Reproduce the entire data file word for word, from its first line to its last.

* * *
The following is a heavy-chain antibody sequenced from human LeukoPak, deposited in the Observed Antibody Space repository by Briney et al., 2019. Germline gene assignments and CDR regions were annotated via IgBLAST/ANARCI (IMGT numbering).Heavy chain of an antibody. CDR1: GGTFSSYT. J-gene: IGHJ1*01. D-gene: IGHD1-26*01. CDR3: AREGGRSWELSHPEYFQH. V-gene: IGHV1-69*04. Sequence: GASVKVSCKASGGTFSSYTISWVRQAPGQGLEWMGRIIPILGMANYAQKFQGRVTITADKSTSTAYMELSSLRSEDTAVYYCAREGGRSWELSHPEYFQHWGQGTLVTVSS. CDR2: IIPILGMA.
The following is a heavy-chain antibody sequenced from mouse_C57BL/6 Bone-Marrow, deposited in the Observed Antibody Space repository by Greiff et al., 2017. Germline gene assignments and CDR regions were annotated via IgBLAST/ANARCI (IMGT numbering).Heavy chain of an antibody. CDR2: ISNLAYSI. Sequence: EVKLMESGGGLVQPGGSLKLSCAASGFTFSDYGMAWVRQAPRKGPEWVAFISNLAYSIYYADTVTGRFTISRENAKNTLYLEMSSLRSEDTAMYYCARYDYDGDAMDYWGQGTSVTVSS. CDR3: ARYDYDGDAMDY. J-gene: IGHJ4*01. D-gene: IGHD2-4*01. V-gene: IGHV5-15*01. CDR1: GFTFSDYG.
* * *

The following is a heavy-chain antibody sequenced from human LeukoPak, deposited in the Observed Antibody Space repository by Briney et al., 2019. Germline gene assignments and CDR regions were annotated via IgBLAST/ANARCI (IMGT numbering).Heavy chain of an antibody. CDR1: GGTFSSYT. J-gene: IGHJ1*01. D-gene: IGHD1-26*01. CDR3: AREGGRSWELSHPEYFQH. V-gene: IGHV1-69*04. Sequence: GASVKVSCKASGGTFSSYTISWVRQAPGQGLEWMGRIIPILGMANYAQKFQGRVTITADKSTSTAYMELSSLRSEDTAVYYCAREGGRSWELSHPEYFQHWGQGTLVTVSS. CDR2: IIPILGMA.
The following is a heavy-chain antibody sequenced from mouse_C57BL/6 Bone-Marrow, deposited in the Observed Antibody Space repository by Greiff et al., 2017. Germline gene assignments and CDR regions were annotated via IgBLAST/ANARCI (IMGT numbering).Heavy chain of an antibody. CDR2: ISNLAYSI. Sequence: EVKLMESGGGLVQPGGSLKLSCAASGFTFSDYGMAWVRQAPRKGPEWVAFISNLAYSIYYADTVTGRFTISRENAKNTLYLEMSSLRSEDTAMYYCARYDYDGDAMDYWGQGTSVTVSS. CDR3: ARYDYDGDAMDY. J-gene: IGHJ4*01. D-gene: IGHD2-4*01. V-gene: IGHV5-15*01. CDR1: GFTFSDYG.